Sandra G. Mayson —
Ending money bail will not itself produce an effective and just pretrial system. The wonderful prior posts in this series have explored several reasons why this is so. I would like to add one more: Ending money bail will not itself produce justice because we have been using money bail, and the detention it produces, to meet a host of social needs. Forsaking it will require us to find better ways to meet them.
The purported function of money bail is release. It is supposed to balance our competing interests in liberty, security, and the effective administration of justice by ensuring that people at liberty show up for court. In fact, though, money bail also operates as a mechanism of detention. And we have been using it that way: to detain those who seem dangerous, to inflict punishment, to encourage guilty pleas, and to impose short-term restraint on disruptive people. Sometimes we have done these things intentionally. Sometimes we have done them inadvertently. What we have not done is admit what we are doing. The apparent rationality of a financial incentive mechanism has obscured the functions that money bail actually serves. It has enabled us to use jails as a first-line response to social problems without deliberation, accountability, or acknowledgement.
Ending money bail will eliminate a profound source of inequality in the criminal legal system. But it will also expose the difficult social, political and legal questions that money bail has obscured. At risk of oversimplification, here are a few of them.
(1) When is detention justified?
Most obviously, perhaps, we have been using unattainable money bail to lock up people whom magistrates deem too dangerous to release, without anyone having to put that judgment on the record and bear responsibility for it. Absent money bail, we must make intentional decisions about when to restrict a person’s liberty to mitigate risk. But what degree of risk—of what kind of harm—is sufficient to justify depriving a person of liberty? Is the answer different for an accused person than for anyone else? As I have argued elsewhere, if we take the presumption of innocence and prohibition on pretrial punishment seriously, these answers should be the same.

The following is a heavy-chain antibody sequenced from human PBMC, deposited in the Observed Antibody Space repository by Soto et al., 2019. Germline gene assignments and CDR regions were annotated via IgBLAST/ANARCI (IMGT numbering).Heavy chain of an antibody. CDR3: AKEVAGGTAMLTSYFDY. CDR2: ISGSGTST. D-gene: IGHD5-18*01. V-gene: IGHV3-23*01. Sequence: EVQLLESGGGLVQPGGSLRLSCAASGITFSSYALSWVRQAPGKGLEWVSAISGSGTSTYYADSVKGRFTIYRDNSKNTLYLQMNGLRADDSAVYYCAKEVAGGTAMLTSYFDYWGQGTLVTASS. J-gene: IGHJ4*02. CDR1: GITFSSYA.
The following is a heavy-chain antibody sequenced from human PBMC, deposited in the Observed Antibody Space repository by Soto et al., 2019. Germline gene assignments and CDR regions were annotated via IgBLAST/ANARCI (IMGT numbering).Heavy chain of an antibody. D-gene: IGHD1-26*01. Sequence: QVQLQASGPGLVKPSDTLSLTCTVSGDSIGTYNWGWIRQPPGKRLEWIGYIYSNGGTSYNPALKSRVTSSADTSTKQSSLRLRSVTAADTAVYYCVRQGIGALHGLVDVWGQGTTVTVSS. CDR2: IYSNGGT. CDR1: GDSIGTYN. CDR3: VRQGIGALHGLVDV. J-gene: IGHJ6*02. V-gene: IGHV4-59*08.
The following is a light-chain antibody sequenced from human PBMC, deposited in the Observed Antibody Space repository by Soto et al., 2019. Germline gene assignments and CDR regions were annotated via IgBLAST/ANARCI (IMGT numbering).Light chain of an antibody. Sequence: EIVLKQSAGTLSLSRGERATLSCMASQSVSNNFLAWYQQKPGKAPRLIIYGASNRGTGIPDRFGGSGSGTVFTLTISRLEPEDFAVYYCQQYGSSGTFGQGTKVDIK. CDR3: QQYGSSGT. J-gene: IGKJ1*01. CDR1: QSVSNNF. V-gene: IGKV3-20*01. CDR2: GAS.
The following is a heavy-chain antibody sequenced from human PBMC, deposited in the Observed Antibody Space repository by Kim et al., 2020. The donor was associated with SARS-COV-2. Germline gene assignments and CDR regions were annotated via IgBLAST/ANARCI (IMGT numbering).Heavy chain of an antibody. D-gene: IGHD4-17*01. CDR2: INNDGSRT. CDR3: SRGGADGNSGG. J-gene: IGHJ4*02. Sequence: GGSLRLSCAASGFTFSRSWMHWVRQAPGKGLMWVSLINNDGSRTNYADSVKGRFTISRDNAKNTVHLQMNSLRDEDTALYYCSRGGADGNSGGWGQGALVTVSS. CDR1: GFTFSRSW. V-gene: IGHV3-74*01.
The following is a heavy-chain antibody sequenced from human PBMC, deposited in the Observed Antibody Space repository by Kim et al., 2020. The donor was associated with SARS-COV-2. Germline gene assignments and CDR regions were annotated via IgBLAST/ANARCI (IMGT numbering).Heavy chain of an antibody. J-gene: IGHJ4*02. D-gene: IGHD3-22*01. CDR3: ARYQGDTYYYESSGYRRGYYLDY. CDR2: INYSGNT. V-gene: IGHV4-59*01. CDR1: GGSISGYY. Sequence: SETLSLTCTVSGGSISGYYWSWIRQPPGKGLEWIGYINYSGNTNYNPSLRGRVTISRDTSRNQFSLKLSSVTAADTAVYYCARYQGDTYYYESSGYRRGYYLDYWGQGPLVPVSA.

Presuming that we are willing to value the liberty of accused people in the same way we value our own, there remains the question of what sort of risk—what likelihood and what severity of harm—can justify detention, if nothing short of detention is adequate to manage the risk. Don’t look to the law for easy solutions! Even federal constitutional doctrine offers no more than vague guidance, for now. Ultimately, judgments about what kind of risk justifies detention must come from communities themselves.
(2) How should we respond to risk?
Part of the answer has to be that detention is never justified if some measure short of detention can adequately mitigate whatever risk an accused person presents. A central question for the new bail systems, perhaps the central question, is what other approaches to risk we might take. That question is tied up with race. The most prominent concern with risk assessment tools is that they will perpetuate or exacerbate racial inequality in the criminal justice system. The concern is well founded. It assumes, though, that the system will respond to risk with coercion. That need not be the case. If we understand risk, in the aggregate, as a product of structural inequality, we might seek to support those at risk rather than ostracize them. We could strive to understand and remedy the conditions that give rise to risk in the first place.
(3) Can we shrink the system?
A second function that money-bail systems have been serving is as a check on the volume of cases that go to trial. Money bail produces pretrial detention, and pretrial detention produces guilty pleas. Whether or not any actor in any legal system sees it in this way, money bail helps the system manage volume. Perhaps forsaking money bail will finally force us to confront the unsustainable scope of criminal law enforcement and take action to shrink the system. The most obvious site for intervention is upstream, by reducing arrests. Why arrest, after all? Which behaviors do we actually need to prosecute? And which prosecutions do we actually need to initiate by arrest, as opposed to citation or summons? Decriminalization and citation-in-lieu-of-arrest initiatives are underway in many places. But we have not yet engaged in the kind of fundamental rethinking of criminalization and the arrest power that we should.